Soren reflects on the first World Social Forum (WSF) held in Puerto Alegre in 2001 which they were closely involved in organising. “The WSF was an incredibly exciting idea. It was going to be all the progressive and radical groups coming together. We were deliberately challenging Davos. It was held at the same time as The World Economic Forum (WEF) as it was for many years after that. The spirit was amazing.”
Have they mellowed over the years? Soren not so much. “I think maybe temperamentally I have. But in fact I don’ think the IMF and World Bank have changed much. The IMF now say things we would never have imagined they would say. But they don’t do things differently.’ Njoki, in agreement says, “they aren’t held accountable and that continues to really bother me”. Soren and Njoki reflect on their first campaign together in Kenya. Soren says, “on my first trip to Kenya after we got married….we really laboured, (taking about debt cancellation) to explain that it was not the President himself who was going to pay that debt… but the emotional feel of people about this was that the accountability of their own Government was being eroded when we talked of the IMF and World Bank as the bad guys”.
Njoki adds, “(its hard) to get people to understand that there is a lot more going on, that when you go to Kenyatta National Hospital and there are no medicines and people are sleeping two to bed that yes there is corruption, but that also the IMF and the World Bank was limiting what countries could spend on health’. She goes on to talk about the victory in getting the IMF and World Bank to back down on the issue of charging user fees in health, and how the HIV/AIDS emergency helped, ‘The US congress had hearings….Uganda got money from the Global Fund to fight HIV/AIDS and the IMF told them they could not take the money.. I testified from the civil society side… and the US ordered the Executive Directors at IMF and World Bank were instructed to oppose any policies or projects that would include user fees for health and education”.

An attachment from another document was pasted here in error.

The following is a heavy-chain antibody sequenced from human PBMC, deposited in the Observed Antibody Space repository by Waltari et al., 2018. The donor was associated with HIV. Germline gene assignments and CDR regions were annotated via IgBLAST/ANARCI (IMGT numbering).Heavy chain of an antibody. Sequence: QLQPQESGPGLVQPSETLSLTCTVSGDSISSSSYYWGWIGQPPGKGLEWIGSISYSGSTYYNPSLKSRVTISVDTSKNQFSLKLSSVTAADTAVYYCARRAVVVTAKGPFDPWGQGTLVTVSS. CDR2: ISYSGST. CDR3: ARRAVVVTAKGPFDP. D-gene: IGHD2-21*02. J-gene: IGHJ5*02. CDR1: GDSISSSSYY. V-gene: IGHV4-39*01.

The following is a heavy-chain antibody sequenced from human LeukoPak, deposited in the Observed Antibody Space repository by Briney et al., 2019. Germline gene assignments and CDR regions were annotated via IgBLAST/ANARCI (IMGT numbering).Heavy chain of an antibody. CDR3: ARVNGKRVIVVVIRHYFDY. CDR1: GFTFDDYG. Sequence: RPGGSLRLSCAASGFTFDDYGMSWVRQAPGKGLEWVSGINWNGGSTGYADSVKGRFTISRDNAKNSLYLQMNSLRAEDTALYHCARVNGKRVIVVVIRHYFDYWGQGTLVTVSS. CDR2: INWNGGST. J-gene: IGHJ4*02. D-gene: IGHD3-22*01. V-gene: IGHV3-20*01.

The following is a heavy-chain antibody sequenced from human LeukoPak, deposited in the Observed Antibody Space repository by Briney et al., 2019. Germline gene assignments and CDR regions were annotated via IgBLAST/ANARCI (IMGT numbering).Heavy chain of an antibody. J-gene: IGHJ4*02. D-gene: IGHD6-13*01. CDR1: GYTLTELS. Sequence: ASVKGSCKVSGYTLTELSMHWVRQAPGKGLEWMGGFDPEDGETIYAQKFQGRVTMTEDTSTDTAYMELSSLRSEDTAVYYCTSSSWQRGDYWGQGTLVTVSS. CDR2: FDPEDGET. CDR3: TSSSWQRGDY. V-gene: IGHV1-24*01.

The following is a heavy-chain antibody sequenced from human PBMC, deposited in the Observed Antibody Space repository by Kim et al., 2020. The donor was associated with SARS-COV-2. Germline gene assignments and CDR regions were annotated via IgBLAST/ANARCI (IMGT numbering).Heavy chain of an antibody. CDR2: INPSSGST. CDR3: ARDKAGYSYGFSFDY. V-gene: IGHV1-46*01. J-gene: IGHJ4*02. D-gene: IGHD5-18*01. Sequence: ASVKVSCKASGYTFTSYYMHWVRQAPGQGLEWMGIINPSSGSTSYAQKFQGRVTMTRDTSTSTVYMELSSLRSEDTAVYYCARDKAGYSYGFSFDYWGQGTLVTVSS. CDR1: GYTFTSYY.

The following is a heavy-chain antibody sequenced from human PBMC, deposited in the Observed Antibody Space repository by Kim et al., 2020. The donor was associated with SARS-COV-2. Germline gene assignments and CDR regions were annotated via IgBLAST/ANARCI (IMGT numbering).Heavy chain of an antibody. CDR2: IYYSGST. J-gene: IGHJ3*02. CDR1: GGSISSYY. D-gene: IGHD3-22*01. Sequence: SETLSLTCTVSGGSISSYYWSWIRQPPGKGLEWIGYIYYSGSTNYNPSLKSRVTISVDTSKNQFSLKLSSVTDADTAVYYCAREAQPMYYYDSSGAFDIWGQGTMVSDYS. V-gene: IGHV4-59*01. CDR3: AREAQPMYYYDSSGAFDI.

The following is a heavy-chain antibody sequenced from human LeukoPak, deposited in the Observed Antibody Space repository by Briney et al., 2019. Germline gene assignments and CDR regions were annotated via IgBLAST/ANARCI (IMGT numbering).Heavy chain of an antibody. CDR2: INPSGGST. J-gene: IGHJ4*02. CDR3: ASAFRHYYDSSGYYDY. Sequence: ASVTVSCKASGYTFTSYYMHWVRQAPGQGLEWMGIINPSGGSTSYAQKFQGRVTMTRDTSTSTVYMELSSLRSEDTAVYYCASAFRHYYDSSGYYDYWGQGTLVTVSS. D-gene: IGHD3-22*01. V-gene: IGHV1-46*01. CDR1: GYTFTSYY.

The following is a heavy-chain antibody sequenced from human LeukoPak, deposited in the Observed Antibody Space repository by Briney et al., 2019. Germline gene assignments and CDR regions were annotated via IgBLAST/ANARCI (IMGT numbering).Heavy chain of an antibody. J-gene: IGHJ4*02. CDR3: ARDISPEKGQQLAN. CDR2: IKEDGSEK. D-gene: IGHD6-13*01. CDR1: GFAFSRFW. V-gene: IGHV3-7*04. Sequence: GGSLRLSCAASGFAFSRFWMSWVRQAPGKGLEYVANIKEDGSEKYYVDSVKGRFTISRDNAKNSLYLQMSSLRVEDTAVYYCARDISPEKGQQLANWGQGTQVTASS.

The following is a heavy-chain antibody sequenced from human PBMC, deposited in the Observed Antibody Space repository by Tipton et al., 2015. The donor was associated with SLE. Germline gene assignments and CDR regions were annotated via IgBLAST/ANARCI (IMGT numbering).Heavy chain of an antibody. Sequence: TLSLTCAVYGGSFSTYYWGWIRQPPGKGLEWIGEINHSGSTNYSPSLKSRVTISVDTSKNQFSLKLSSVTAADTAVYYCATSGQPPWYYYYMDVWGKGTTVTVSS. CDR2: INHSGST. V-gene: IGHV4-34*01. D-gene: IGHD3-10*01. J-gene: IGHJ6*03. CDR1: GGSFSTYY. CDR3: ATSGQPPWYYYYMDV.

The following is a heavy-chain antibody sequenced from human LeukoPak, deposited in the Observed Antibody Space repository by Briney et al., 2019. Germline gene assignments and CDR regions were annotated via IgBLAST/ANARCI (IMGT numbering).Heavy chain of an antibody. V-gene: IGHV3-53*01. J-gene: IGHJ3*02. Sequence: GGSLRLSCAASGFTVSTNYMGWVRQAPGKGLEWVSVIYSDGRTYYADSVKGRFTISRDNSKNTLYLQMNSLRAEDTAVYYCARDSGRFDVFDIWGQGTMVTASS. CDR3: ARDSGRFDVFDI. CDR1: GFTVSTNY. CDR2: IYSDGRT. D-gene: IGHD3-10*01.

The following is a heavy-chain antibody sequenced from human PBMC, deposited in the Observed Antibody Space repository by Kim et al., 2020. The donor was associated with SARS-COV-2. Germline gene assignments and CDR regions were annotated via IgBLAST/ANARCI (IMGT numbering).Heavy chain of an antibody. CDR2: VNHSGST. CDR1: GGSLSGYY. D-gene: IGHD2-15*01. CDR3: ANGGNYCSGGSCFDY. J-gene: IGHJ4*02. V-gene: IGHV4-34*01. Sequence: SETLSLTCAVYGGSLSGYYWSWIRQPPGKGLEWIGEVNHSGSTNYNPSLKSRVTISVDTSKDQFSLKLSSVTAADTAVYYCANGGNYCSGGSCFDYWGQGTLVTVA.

So, where do they find hope? According to Njoki, “there is hope in abundance. Whether you are looking at the climate strikes, whether you are looking at the Fight Inequality Alliance, or how here in Kenya young people are organising against extra judicial killings or against gender-based violence. I find such hope in that.” She offers advice to young people to “find something you believe in and fight for it; really listen, learn and read to see what other people have done and build the movement because alone you cannot do it”. Soren is not as optimistic but says, “seeing people mobilize in the US in the political system today in a way I hadn’t seen – I find hope in that.’
That was an amazing interview with lots to learn, especially for the millennials! Head on and catch inspiring stories of Love in the Fight Against Inequality with Njoki and Soren As ever, do subscribe to the podcast, and do share with your friends and your family! Email us your ideas, suggestions and feedback to firstname.lastname@example.org
Note: *a matatu is a van, often 14-seater, used for public transport in Kenya